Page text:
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Brayland Skinner had one memorable run at the College World Series

The Mississippi State legacy student helped make school history in Omaha

OMAHA, Neb. — A week before the maroon and white fire trucks were rolling and scores of people were lined up along University Drive in Starkville, Mississippi, for a parade to celebrate their boys bringing home the College World Series championship, Tamika Skinner was on the phone in the stands at TD Ameritrade Park Omaha.

“What’s so funny … I was like looking down at my phone, but I was standing up,” she recalled at lunch on June 30. “And so, all of a sudden I heard everybody cheering and I’m like, ‘What in the world is going on?’ When I looked up, I seen Brayland walking out to first base because of a pinch runner.”

With the game tied at 3-3 against another longtime national baseball powerhouse in Texas, Brayland Skinner came into the game to run for the DH, Kellum Clark, who was hit by a pitch. And with only one out, it was clear what Skinner’s role was going to be. Like Dave Roberts for the Boston Red Sox in the 2004 American League Championship Series, he understood the assignment.

“I grabbed him on deck and I said, ‘Hey, you’re going to have to steal this base.’ And that’s not easy to do,” Mississippi State head coach Chris Lemonis explained about his instructions to the sophomore outfielder. “Because everybody in the ballpark, including Texas, knew he was going to run and he had to put it together. And when you don’t play a lot, it says a lot about him just mentally being locked in and he has no fear. So he plays with no fear and really went after it.”

Skinner got the bag, and with him standing on second, the delirious crowd of tens of thousands of OmaDawgs fans were praying that their season wouldn’t be over and they’d have a chance to play for it all. The rally caps were on, upside down shades and all. He’d only attempted six steals all season, converting on five. After one throw over, he went on the second pitch. The throw down sailed high, with Texas standout shortstop Trey Faltine coming well off his bag in frustration to make sure the damage wasn’t worse.

It wasn’t the best swipe of Skinner’s career – his jump wasn’t great, he slid way early, headfirst – but it was certainly the most important one.

Suddenly, two former junior college teammates were looking at each other across the diamond, one in the batter’s box, one in scoring position, with a trip to the College World Series championship on the line.

On the next pitch, Tanner Leggett, who’d come in as a defensive sub, laced a ball directly over Skinner and Faltine’s heads. Skinner motored around to score, sliding into home even though there was no throw, and just like that, Omaha turned into Stark Vegas.

For the first time since 2013, Mississippi State was ready to play for a national title, something the entirety of the school’s athletic department had never won. It was the program’s 12th time in Omaha.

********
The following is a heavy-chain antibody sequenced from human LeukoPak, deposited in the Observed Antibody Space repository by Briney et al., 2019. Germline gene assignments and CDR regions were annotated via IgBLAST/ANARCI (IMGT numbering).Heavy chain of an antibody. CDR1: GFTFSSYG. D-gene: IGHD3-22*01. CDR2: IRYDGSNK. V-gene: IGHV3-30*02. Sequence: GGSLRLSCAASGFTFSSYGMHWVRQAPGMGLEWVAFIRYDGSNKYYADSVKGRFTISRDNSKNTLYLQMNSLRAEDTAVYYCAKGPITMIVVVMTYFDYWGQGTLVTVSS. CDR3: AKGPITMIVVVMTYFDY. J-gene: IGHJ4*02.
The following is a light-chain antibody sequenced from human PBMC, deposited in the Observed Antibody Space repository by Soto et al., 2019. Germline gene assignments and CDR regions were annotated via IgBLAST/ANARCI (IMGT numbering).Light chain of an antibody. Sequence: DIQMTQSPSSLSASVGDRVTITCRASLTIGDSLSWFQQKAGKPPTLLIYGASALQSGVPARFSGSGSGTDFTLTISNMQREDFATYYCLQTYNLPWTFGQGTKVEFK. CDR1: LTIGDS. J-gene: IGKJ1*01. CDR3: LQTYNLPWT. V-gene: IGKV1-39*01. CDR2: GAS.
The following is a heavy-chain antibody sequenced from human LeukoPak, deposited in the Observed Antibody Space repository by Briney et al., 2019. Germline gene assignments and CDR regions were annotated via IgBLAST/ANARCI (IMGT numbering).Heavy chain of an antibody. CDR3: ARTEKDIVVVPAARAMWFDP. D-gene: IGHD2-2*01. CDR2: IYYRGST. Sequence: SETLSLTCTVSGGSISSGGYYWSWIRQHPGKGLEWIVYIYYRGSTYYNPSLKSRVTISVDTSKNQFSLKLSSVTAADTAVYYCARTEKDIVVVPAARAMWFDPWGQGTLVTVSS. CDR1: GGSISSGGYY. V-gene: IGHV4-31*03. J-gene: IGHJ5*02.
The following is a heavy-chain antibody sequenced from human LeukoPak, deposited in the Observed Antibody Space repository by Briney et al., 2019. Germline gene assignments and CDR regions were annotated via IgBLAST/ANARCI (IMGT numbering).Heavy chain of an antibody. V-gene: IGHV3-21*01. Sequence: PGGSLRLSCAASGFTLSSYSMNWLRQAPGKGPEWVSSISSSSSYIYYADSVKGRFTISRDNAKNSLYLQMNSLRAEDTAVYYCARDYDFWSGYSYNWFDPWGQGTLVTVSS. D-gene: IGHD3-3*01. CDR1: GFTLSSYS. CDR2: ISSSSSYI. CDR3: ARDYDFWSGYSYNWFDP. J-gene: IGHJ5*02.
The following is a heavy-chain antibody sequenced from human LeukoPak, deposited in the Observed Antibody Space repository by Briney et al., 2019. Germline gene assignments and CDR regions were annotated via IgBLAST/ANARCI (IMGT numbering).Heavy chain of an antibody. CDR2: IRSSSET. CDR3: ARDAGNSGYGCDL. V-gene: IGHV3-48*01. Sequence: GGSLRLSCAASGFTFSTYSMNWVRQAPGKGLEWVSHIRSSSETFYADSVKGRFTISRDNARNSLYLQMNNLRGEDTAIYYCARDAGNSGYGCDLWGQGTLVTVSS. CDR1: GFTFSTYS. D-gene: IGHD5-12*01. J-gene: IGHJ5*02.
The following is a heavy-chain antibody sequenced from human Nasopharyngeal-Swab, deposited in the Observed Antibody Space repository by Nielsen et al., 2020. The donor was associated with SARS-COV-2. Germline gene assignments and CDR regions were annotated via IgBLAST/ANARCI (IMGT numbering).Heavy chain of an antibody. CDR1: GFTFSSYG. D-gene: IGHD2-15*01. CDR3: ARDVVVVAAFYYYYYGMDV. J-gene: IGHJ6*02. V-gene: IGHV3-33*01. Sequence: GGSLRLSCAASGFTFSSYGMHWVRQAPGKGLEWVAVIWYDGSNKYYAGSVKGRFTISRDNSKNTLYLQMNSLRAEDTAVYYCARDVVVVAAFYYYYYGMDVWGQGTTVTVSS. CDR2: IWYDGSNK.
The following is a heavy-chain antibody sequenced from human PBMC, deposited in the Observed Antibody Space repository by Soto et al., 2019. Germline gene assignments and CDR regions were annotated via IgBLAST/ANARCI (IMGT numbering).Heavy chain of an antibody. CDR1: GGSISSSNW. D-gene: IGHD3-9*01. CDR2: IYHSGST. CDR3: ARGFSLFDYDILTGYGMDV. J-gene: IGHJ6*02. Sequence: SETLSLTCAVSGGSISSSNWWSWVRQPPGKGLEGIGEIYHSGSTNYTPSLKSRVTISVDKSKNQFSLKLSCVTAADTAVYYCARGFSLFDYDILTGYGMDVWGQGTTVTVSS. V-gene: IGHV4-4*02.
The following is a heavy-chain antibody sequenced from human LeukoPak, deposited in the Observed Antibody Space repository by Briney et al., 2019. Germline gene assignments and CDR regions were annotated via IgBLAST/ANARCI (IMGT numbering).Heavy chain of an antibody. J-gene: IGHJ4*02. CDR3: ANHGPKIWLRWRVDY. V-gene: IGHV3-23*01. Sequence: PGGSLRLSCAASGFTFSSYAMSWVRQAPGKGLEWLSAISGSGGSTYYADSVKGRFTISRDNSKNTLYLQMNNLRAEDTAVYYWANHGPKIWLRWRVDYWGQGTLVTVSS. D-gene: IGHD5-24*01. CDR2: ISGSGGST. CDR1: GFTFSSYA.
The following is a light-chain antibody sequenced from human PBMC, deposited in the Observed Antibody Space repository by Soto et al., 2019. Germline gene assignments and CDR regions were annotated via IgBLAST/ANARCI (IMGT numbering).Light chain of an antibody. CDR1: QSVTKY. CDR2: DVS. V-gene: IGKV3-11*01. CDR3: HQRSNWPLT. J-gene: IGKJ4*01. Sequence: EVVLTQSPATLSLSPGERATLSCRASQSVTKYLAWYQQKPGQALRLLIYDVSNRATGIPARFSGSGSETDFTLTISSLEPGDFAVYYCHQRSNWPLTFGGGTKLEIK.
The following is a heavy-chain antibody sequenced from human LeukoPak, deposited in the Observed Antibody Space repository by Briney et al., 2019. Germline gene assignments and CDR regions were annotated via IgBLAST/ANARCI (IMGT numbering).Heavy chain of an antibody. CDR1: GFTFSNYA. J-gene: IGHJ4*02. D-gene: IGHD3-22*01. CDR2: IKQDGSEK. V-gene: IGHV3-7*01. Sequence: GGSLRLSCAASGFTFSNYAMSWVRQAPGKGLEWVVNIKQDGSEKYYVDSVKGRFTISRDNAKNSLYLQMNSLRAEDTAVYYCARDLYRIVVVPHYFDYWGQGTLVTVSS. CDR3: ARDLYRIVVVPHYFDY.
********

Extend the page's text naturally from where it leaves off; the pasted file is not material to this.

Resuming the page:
“People were running up to me going, ‘Oh, my God, congratulations, congratulations!’ It was almost like an out-of-body experience because I could not stop crying,” said Tamika Skinner. “I was, like, screaming, crying, because I felt so good for him because I know how good that made him feel. And I know how hard he’s worked to get just to that point.”

For the rest of his family watching from afar – including his twin brother Bryland, also a baseball player, and his sister Taylor (who also has a twin sister, Tylar) – it was a major moment.

“I had the game on and we saw Brayland and we was like, ‘Yeah, Brayland’s on.’ It was like fast-forward. Let’s see, he was on first and we looked, he was sliding into home plate,” Taylor Skinner, a Mississippi State grad herself, recalled. “[I said,] ‘We got to go back and watch it.’ And he was just fast as lightning back to home plate.”

For his aunt Denise, the whole walk-off scene turned dinner out into a party.

“I was at a Mexican restaurant at a birthday party,” she said, “but I guess the people in the other part were watching the game. I just heard something. My husband was like, ‘Baby, baby, Brayland, he won the game.’ And I just left the party hollering and crying.”

That play earned him something he’d yet to do in his career: start a postseason game.

The Skinner family is about as Mississippi as it gets. From their elegant Southern accents to their stately charm, it’s more than just appearances. Both of the Skinner sisters matriculated in Starkville. As did their dad. They’ve been fans of the program, so when they all finally got to Omaha to watch him play, they were overjoyed.

And the scene they all traveled to was, frankly, a zoo. The entire week Omaha was crawling with State fans, eager to see their team finally win a championship after years of having one of the best programs and raucous stadium experiences in the country. They came ready. After each win in the team hotel, the fans packed the lobby for impromptu pep rallies to welcome the players home. The scenes were so busy that cellphone service basically went out for those couple of hours in the lobby. They were everywhere.

Of course, getting to and from Douglas County, Nebraska, isn’t the easiest thing in the world when your schedule depends on the comings and goings of a college baseball tournament in the middle of a pandemic.

“Even with getting here, I’m like, ‘OK, I got to figure out how many days I got to be off work?’ ” Tamika Skinner said, quite seriously. “Definitely going to support him, but I can’t support him if I’m working. And so I’m like, thank God, I work from home. So, ‘OK, let me pack up my laptop.’ It’s just going from hotel to hotel. Let me get a deal on rooms and figure it out. But I can’t leave, I got to be here from the beginning to the end.”